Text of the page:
fork. As incidents went, this one was tame so far, but still it
I watched as Legs retreated to her spot outside the war
room: the head chair at the dining room table. This table housed
everything but food. Stacks of bills sorted and bound by thick
rubber bands, “jings and jongs” (Legs’ name for knickknacks and
other miscellaneous items), pens, cartons of cigarettes, and
used lottery tickets. There was always a yellow legal pad too.
The yellow pages contained everything from lottery numbers to
amounts owed to my grandfather for jobs he had done (this was
another cause for the odd seven to be thrown) and a plethora of
other notes Legs had determined to be necessary information.
The dining room was also where everyone huddled when the
war room became too crowded or, God forbid, an opinion was
offered outside the agreed-upon analysis of the situation at
hand. For example: “Well, maybe he didn’t mean it like that.”
If that happened, a collective of heads would jerk towards
the silly soul this came from, and then the volume would
increase to a deafening level, with outcries such as, “Oh no,
buddy-boy, you better believe he meant it! Believe it when I
tell it because I was there! Not you, me!” These declarations
were always accompanied by mass agreement and support. “That’s
right!” and “You can’t be that naive, c’monnn!”
And so the defeated naysayer would retreat to the dining
room, banished until the next food item was put out or until a
tender aunt or uncle approached with conciliatory rhetoric, such
as “It’s okay, you didn’t know any better. Go back in and get
some cake or a cannoli. Oh, and did you see the stuffed cherry
peppers? Did you have those? They’re so good, Madonna mi! C’mon,
Legs was no one to trifle with, to be sure. Stories of
bricks being thrown at my father when he showed up on a
motorcycle to pick up my mother for their first date had reached
my ears. I was barely walking when those two crazy kids parted
ways, but I knew the stories, at least the versions I was
allowed to hear.
My father was not the only target of Legs’ wrath, and
bricks were not her only weapons. She was not beyond throwing a
beating on my mother’s would-be suitors. One would think having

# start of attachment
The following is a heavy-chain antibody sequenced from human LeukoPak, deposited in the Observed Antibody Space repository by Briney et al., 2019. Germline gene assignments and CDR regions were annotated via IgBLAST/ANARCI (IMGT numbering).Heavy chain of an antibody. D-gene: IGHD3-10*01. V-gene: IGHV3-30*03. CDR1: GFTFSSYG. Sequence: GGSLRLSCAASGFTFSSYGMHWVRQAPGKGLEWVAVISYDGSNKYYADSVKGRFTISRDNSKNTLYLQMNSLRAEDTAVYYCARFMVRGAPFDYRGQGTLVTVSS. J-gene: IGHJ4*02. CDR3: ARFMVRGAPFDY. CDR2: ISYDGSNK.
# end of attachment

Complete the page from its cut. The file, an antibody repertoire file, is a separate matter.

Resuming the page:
a small Italian woman jump out from behind a potted plant at the
mall and proceed to beat you about the head as a pre-marital
warning would have prevented my mother’s second husband from
joining her at the altar, but it didn’t.
That short-lived union lasted two years before ending in
disaster. All holy hell broke loose and culminated in my mother
sitting in the war room being chided by Legs.
“What did I tell you? No good, I said, NO GOOD! But did you
listen? No! And now what do you have? STUGATZ! That’s what.
GATZ!” She ended her speech with an Italian salute.
My mother, knowing Legs was right but hating every second
of it, had only, “All right, Ma, give it a rest,” to offer.
Legs’ reply? “Go get Mommy a cold cloth; I gotta calm
Legs was a “take no shit” kind of woman. She didn’t believe
anyone was better than her. Man or woman, no matter what a
person’s financial status, education level, or social standing
was, Legs was not impressed by any of it unless she was shown
respect. If she liked you, she would help you in any way she
could. If she didn’t, look out.
And she certainly did not believe that her daughters, or
her granddaughters, should subject themselves to someone not
worthy of them. Legs had told me once that she’d risked the
wrath of her beloved father by marrying an Irishman because
she’d known from a young age that she would never, ever marry an
Italian after watching her uncles in action.
“I would run and hide when my mother tried to teach me how
to cook. I wanted no part of learning how to be a wife. I saw my
poor aunts work their fingers to the bone cooking and cleaning,
and for what? My uncles would disappear for days on end and come
back acting like the king of the castle. Not me, girl, not me.
And not you. Don’t you ever, ever take that kind of bullshit
from a man.”
Sage advice from a woman who drew her own line in the sand
decades before being a feminist was even a thing. And she did it
with olive-skinned fists of fury.
To the outside observer, it might sound like a harsh and
violent environment to grow up in, and at times it was. While it
was true that over the years more than a few drops of blood had
been spilled in that Philly abode, there was love too. Always
love. I can attribute a great deal of the strength I have today
to what I saw and heard in that war room all those years ago.
And The Gypsy at Mardi Gras incident? That day, my mother
had called Legs from Philadelphia International airport. She’d
decided to attend Fat Tuesday in New Orleans in person.
According to my mother, ”It was a spur-of-the-moment thing.” She
was gone for two weeks.
Aunts and uncles did show up that day to comfort Legs in
her hour of distress, but no seven was ever thrown over the
However, during the Gypsy’s absence, my grandparents
decided to call a priest and hold an impromptu baptism, despite
the Gypsy’s prior declaration of atheism and her insistence
that, “My daughter will choose whatever religion she feels like
choosing whenever she’s ready.”
In addition to the baptism, we may have gone to Dutch
Wonderland, or Hershey, or both… It was long ago and the
memory has faded somewhat, but what I can tell you is this: it
Art by Shepard Fairey
The War Room